U.S. stocks jumped to record levels on Friday even after a disappointing April jobs report as the weak number made investors believe easy monetary policies that powered the market’s historic rebound will stay in place for longer. Some investors also dismissed the report as a one-time blip that doesn’t signal any slowdown in the economic recovery.
The Dow Jones Industrials popped 229.23 points to register another all-time record of 34,777.76.
The S&P 500 rocketed 30.98 points to 4,232.60, also, an all-time high.
The NASDAQ Composite hiked 119.4 points to 13,752.24.
For the week, the Dow rallied 2.7% to break a two-week losing streak. The S&P 500 gained 1.2%, while the NASDAQ shed 1.5% this week.
The U.S. Labor Department said non-farm payrolls increased by just 266,000 in April, far less than the one million total economists were expecting, according to Dow Jones.
The unemployment rate rose to 6.1% last month amid an escalating shortage of available workers, higher than an expectation of 5.8%. Meanwhile, March’s originally estimated total of 916,000 was revised down to 770,000.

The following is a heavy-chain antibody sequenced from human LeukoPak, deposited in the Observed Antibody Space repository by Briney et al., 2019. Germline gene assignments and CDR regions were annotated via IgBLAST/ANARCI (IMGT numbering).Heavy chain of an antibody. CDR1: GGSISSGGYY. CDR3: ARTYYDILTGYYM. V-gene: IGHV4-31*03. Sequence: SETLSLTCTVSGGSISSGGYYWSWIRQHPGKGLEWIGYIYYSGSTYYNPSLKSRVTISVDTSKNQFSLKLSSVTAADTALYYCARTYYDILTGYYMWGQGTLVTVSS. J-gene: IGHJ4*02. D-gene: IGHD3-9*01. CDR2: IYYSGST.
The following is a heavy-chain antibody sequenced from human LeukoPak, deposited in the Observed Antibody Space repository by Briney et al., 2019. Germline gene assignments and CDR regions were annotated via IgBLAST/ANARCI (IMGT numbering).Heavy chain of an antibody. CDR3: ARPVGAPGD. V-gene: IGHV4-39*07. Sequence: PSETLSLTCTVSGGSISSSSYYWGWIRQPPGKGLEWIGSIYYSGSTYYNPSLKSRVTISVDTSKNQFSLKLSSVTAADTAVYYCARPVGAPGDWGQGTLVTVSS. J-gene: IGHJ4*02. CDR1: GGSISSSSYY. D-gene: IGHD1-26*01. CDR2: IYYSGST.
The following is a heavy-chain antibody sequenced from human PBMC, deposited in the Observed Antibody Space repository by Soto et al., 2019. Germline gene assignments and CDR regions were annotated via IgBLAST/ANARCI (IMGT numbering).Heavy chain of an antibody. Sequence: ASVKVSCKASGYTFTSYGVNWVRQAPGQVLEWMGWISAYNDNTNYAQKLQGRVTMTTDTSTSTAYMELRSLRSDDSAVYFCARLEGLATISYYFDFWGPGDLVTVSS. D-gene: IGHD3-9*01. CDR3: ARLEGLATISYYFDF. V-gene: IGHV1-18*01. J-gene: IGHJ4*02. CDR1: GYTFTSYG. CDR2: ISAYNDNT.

Investors bet that the big jobs miss could keep the easy policies of the Federal Reserve in place, including record low interest rates and a massive bond-buying program.
Tech stocks, which have been winning under the low-rates regime during the pandemic, outperformed after the data release. Microsoft and
Tesla both rose more than 1%, while Netflix, Alphabet and Apple all registered gains. Higher rates tend to hit growth stocks the most since they reduce the value of their future earnings.
Shares of Roku rallied more than 11% after the streaming company blew past expectations with its first-quarter results. Roku posted adjusted earnings of 54 cents per share, compared to an estimated loss of 13 cents per share. Revenue rose 79% from a year ago and exceeded expectations.
Prices for 10-Year Treasurys lost earlier gains, raising yields to 1.58% from Thursday’s 1.57%. Treasury prices and yields move in opposite directions.
Oil prices regained 18 cents to $64.89 U.S. a barrel.
Gold prices popped $16.90 to $1,882.60 U.S. an ounce.